Investigations into the effects of the study of human sexuality generally support the assertion that sexual experience has a reciprocal relationship with sexual attitudes and a small to medium effect size (Fischer, 1986; Kilman, Wanlass, Sabalis & Sullivan, 1981 ; Michael, Gagnon, Laumann, & Kolata, 1994; Serdahely & Ziemba, 1984; Taylor, 1982). In fields other than sexuality, evidence exists noting the often weak relationship between attitudes and behaviors (Ajzen & Fishbein, 1980). The relationship between attitudes and behaviors can be strengthened when the two are measured closely in time, when multiple behaviors are aggregated, when highly specific attitudes are measured, and when behavioral intentions are measured (Ajzen & Fishbein, 1980). When inconsistencies have been found in the sexual attitude-behavior relationship, questions have been raised about attitudes changing as an effect of gender and age (Taylor, 1982) resulting in a problem of measuring attitude change over a relatively short time in early adulthood (Stevenson, 1990). In addition, several measurement issues have been raised such as a lack of comparable scales used when measuring attitudes and experiences (Carter & Frankel, 1983; Fisher, 1986; Smith, Flaherty, Webb & Mumford, 1984; Taylor, 1982).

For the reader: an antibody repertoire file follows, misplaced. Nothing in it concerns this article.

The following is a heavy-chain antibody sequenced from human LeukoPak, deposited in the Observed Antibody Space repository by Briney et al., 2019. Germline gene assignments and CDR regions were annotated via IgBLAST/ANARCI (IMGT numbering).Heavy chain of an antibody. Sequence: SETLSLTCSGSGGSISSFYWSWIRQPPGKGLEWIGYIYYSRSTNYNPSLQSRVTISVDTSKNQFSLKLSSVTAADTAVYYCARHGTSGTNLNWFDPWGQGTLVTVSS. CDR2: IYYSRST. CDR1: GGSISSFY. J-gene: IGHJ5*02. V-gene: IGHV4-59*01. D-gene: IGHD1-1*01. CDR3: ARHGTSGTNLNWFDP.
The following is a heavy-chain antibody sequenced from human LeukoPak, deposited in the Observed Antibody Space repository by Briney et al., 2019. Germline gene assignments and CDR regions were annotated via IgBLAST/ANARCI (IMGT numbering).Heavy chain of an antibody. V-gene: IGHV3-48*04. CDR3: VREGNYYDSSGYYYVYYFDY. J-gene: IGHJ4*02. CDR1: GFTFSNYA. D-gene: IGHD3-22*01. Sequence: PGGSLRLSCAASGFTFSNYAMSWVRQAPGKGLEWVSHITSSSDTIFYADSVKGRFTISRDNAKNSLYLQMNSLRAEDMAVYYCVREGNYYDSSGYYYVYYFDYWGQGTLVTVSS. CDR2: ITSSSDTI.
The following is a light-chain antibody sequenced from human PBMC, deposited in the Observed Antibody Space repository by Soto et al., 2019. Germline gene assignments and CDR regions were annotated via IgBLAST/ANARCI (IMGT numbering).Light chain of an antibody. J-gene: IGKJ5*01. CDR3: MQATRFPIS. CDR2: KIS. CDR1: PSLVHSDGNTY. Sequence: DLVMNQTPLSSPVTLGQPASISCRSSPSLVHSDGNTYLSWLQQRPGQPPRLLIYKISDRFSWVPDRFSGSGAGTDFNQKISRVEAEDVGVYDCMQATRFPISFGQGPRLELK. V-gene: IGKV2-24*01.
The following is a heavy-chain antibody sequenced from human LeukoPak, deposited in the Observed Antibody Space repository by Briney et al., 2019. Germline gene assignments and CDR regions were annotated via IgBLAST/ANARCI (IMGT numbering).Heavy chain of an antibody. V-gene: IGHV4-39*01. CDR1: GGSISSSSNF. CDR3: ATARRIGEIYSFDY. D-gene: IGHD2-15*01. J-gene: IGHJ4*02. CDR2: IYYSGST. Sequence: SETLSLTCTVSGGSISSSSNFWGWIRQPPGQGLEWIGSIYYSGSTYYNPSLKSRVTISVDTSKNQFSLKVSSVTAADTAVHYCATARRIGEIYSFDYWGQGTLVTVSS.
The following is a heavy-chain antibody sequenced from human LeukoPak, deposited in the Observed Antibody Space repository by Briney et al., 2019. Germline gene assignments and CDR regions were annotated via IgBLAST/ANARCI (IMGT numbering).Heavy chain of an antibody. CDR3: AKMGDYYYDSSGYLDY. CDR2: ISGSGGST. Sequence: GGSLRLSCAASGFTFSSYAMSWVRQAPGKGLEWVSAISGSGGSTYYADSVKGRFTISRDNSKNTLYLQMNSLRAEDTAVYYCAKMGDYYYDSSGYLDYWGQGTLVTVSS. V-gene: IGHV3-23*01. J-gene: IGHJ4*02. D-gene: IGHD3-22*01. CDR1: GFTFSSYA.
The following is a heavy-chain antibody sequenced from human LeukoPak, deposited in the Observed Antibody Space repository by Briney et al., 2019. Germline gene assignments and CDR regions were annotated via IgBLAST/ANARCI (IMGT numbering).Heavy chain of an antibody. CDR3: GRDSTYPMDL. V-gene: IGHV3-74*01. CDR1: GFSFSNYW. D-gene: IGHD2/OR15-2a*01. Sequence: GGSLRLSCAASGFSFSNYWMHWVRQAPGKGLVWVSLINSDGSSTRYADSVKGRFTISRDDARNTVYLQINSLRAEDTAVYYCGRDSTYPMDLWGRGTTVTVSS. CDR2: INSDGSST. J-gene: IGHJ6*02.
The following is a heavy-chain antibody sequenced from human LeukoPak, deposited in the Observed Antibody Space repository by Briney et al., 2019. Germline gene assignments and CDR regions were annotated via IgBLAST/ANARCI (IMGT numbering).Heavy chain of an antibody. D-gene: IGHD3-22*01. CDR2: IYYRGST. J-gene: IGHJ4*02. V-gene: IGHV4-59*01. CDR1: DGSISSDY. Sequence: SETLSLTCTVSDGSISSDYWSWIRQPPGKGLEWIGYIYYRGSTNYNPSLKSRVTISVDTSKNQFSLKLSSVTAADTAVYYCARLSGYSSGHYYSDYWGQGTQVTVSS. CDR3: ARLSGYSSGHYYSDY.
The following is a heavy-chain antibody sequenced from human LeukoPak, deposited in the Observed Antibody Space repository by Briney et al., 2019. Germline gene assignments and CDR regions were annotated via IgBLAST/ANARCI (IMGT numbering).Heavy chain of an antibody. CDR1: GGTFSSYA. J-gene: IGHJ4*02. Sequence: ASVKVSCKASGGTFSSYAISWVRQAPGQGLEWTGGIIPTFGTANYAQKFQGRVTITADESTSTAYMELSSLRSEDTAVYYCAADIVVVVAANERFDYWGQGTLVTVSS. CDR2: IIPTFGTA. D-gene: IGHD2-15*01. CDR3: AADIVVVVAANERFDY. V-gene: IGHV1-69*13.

In regards to a relationship existing between sexual attitudes and experiences in college students, Robinson and Jedlicka (1982) found that college students' attitudes towards sexual experiences fluctuated; however, the levels and numbers of sexual experiences had not changed. While many college age students are engaging in sexual intercourse with increasing numbers of partners, the reporting of attitudes more readily reflects changes in cultural mores. For instance, recent research indicates teenagers who opt to wear "purity rings" or wear or cite other pledges not to engage in intercourse until marriage, are just as likely to engage in premarital sex as teens who do not, and less likely to take sexually transmitted infection or disease precautions (Rosenbaum, 2009). Tucker-Ladd (2006) indicated it is not unusual for experiences to differ from stated attitudes, especially when the issue is emotional and confusing. In addition, attitudes have been found to often change over time as a "catch-up" with behaviors and experiences (Tucker-Ladd, 2006).